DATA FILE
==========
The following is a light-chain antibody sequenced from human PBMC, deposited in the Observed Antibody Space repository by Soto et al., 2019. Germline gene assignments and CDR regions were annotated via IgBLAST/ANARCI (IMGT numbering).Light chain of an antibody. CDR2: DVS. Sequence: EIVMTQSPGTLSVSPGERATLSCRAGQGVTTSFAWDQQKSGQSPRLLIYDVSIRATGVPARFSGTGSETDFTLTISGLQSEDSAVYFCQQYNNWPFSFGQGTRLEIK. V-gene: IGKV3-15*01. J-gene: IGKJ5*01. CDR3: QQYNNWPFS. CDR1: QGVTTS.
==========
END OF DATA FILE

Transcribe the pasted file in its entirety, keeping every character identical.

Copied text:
The following is a light-chain antibody sequenced from human PBMC, deposited in the Observed Antibody Space repository by Soto et al., 2019. Germline gene assignments and CDR regions were annotated via IgBLAST/ANARCI (IMGT numbering).Light chain of an antibody. CDR2: DVS. Sequence: EIVMTQSPGTLSVSPGERATLSCRAGQGVTTSFAWDQQKSGQSPRLLIYDVSIRATGVPARFSGTGSETDFTLTISGLQSEDSAVYFCQQYNNWPFSFGQGTRLEIK. V-gene: IGKV3-15*01. J-gene: IGKJ5*01. CDR3: QQYNNWPFS. CDR1: QGVTTS.